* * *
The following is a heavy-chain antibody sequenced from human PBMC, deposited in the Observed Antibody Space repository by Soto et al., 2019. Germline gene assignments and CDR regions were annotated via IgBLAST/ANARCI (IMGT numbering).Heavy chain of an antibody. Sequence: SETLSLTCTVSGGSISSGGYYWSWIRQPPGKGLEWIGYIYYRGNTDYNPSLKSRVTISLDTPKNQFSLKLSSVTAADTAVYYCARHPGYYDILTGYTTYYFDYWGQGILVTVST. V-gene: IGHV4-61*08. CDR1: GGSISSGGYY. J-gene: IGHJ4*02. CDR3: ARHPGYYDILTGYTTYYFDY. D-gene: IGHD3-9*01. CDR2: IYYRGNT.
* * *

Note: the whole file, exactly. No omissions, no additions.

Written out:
The following is a heavy-chain antibody sequenced from human PBMC, deposited in the Observed Antibody Space repository by Soto et al., 2019. Germline gene assignments and CDR regions were annotated via IgBLAST/ANARCI (IMGT numbering).Heavy chain of an antibody. Sequence: SETLSLTCTVSGGSISSGGYYWSWIRQPPGKGLEWIGYIYYRGNTDYNPSLKSRVTISLDTPKNQFSLKLSSVTAADTAVYYCARHPGYYDILTGYTTYYFDYWGQGILVTVST. V-gene: IGHV4-61*08. CDR1: GGSISSGGYY. J-gene: IGHJ4*02. CDR3: ARHPGYYDILTGYTTYYFDY. D-gene: IGHD3-9*01. CDR2: IYYRGNT.